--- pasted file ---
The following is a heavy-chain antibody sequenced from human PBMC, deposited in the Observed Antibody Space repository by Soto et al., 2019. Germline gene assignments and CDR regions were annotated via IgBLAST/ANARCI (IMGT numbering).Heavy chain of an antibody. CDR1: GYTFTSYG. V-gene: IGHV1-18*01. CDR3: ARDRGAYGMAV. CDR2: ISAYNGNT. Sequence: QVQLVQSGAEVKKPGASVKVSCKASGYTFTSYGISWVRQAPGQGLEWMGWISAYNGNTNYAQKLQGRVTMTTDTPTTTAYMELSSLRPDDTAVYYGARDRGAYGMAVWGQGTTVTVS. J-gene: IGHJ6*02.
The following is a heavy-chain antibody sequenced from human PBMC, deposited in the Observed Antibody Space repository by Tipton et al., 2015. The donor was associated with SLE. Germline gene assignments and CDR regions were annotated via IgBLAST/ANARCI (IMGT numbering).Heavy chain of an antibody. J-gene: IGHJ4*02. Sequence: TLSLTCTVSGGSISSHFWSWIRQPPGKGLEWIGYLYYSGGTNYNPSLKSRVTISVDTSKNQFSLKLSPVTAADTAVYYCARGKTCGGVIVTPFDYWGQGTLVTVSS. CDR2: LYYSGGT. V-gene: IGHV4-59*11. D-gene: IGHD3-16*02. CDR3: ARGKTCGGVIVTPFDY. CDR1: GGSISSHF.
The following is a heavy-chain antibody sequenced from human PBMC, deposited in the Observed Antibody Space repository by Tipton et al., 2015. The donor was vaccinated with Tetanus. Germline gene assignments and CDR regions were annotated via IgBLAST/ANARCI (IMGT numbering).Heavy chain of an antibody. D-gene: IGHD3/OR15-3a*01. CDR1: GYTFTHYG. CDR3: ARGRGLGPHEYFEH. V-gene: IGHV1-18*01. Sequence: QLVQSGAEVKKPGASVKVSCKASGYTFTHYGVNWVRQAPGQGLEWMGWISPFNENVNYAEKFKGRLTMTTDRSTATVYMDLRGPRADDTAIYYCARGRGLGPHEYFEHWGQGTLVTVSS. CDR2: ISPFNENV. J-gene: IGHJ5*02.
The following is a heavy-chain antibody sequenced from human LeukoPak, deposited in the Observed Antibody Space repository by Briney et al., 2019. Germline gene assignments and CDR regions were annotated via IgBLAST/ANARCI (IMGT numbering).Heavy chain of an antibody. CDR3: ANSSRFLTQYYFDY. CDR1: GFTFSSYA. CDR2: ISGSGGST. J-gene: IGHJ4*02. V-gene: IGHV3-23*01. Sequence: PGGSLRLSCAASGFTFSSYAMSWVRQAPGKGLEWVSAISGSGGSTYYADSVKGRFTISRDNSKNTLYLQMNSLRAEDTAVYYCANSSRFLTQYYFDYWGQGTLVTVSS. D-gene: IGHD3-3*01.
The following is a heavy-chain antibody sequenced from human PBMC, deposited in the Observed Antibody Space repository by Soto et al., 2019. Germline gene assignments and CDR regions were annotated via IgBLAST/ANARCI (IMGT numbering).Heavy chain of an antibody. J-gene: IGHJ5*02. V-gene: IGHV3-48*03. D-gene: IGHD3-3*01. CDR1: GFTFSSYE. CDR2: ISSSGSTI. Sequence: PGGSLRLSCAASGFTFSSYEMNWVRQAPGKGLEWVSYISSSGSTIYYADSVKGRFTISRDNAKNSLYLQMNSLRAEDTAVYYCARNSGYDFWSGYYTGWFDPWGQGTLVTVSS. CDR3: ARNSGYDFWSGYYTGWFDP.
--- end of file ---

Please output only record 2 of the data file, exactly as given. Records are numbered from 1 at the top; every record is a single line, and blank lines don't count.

The following is a heavy-chain antibody sequenced from human PBMC, deposited in the Observed Antibody Space repository by Tipton et al., 2015. The donor was associated with SLE. Germline gene assignments and CDR regions were annotated via IgBLAST/ANARCI (IMGT numbering).Heavy chain of an antibody. J-gene: IGHJ4*02. Sequence: TLSLTCTVSGGSISSHFWSWIRQPPGKGLEWIGYLYYSGGTNYNPSLKSRVTISVDTSKNQFSLKLSPVTAADTAVYYCARGKTCGGVIVTPFDYWGQGTLVTVSS. CDR2: LYYSGGT. V-gene: IGHV4-59*11. D-gene: IGHD3-16*02. CDR3: ARGKTCGGVIVTPFDY. CDR1: GGSISSHF.